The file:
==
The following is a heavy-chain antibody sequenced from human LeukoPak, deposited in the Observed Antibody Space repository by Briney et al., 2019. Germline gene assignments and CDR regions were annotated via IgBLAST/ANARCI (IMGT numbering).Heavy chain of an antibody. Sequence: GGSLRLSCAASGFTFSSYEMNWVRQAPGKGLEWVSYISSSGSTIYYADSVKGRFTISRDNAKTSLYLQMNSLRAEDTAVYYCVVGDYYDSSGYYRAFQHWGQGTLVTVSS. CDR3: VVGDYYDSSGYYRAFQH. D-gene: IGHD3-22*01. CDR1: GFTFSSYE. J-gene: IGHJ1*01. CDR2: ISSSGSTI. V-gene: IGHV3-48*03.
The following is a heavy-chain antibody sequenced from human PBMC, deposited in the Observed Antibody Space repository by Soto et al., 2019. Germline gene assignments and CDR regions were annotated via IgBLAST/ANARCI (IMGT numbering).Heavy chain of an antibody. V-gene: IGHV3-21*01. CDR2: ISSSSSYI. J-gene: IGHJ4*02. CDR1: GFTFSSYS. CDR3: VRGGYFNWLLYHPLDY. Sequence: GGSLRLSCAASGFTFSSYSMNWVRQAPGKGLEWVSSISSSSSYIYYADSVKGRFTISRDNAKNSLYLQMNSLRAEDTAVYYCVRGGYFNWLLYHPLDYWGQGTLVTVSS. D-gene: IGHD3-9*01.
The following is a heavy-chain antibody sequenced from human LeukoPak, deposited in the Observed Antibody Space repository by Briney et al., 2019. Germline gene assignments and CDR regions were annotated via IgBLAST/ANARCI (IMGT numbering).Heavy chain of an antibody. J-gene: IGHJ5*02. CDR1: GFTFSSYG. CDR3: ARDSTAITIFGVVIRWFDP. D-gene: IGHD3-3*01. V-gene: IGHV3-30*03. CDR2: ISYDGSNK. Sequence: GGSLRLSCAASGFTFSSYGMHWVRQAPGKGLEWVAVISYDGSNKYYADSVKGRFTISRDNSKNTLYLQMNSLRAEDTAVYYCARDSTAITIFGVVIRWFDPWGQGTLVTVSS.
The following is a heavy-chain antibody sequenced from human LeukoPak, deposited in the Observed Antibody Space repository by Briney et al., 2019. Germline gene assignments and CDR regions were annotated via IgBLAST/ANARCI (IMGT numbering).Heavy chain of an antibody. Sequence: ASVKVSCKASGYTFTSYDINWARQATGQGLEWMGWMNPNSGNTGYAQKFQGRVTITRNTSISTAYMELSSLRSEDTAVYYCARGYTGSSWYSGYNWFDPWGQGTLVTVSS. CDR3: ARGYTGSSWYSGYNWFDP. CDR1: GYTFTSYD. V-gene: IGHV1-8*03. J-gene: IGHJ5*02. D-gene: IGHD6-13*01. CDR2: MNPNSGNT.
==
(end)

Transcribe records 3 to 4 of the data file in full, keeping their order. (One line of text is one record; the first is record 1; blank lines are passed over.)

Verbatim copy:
The following is a heavy-chain antibody sequenced from human LeukoPak, deposited in the Observed Antibody Space repository by Briney et al., 2019. Germline gene assignments and CDR regions were annotated via IgBLAST/ANARCI (IMGT numbering).Heavy chain of an antibody. J-gene: IGHJ5*02. CDR1: GFTFSSYG. CDR3: ARDSTAITIFGVVIRWFDP. D-gene: IGHD3-3*01. V-gene: IGHV3-30*03. CDR2: ISYDGSNK. Sequence: GGSLRLSCAASGFTFSSYGMHWVRQAPGKGLEWVAVISYDGSNKYYADSVKGRFTISRDNSKNTLYLQMNSLRAEDTAVYYCARDSTAITIFGVVIRWFDPWGQGTLVTVSS.
The following is a heavy-chain antibody sequenced from human LeukoPak, deposited in the Observed Antibody Space repository by Briney et al., 2019. Germline gene assignments and CDR regions were annotated via IgBLAST/ANARCI (IMGT numbering).Heavy chain of an antibody. Sequence: ASVKVSCKASGYTFTSYDINWARQATGQGLEWMGWMNPNSGNTGYAQKFQGRVTITRNTSISTAYMELSSLRSEDTAVYYCARGYTGSSWYSGYNWFDPWGQGTLVTVSS. CDR3: ARGYTGSSWYSGYNWFDP. CDR1: GYTFTSYD. V-gene: IGHV1-8*03. J-gene: IGHJ5*02. D-gene: IGHD6-13*01. CDR2: MNPNSGNT.